Writing in the Margins, Bursting at the Seams

Writing in the Margins, Bursting at the Seams: June 2013

Thursday, June 27, 2013


Agnes rubbed at her swollen left wrist and closed her eyes, as if to shutter out the throbbing.

"What's wrong, Grandma?" A wide-eyed boy, no more than seven, stood before her, his tiny hands resting on the worn blue arm of the chair in which his grandmother sat.

"Fetch me my heating pad, David. I got a pain birthing in my wrist."

David ran to his grandmother's bedroom and retrieved the pad. This he plugged in, and arranged over his grandmother's wrist.

"Not too hot, child."

David nodded and pushed the yellow button--warm--which made a satisfactory click in response.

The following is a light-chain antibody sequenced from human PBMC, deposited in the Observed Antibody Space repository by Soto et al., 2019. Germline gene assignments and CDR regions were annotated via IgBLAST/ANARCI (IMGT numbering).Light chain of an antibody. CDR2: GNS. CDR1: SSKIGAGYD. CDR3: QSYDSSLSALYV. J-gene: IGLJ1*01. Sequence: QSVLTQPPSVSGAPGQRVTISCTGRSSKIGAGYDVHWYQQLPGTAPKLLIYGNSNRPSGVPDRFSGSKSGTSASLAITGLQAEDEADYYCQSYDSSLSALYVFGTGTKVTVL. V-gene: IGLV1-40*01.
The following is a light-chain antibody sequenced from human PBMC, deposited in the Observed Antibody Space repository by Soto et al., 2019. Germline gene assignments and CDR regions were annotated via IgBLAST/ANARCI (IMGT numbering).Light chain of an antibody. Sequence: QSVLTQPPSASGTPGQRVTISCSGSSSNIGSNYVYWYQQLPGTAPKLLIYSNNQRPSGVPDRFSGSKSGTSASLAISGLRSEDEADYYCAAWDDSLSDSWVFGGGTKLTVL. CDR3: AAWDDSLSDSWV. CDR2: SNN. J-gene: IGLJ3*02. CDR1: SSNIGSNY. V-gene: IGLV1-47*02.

"Oh, that's better, David," Agnes said, after a few moments had passed. "You're a good boy."

The words filled David with sudden warmth and pride. He smiled.

Agnes opened her eyes and patted her lap. "Come on up, David," she said. "I got me some scarecrow legs for sure, but you don't weigh but a minute." She laughed. "Why I bet that book we're reading weighs more'n you."

He climbed into her lap and stroked her cheek with feathery fingers. "Grandma?"


"You reckon that heating pad will help me?"

Agnes frowned. "You got you a hurt somewhere?"

David blinked and pointed to his chest.

"Oh, David," Agnes said. "There's two types of pain. There's a pain of the body, like this here wrist. Then there's a deeper pain: a pain of the heart. Ain't no pills nor no heating pad gonna' take away that pain."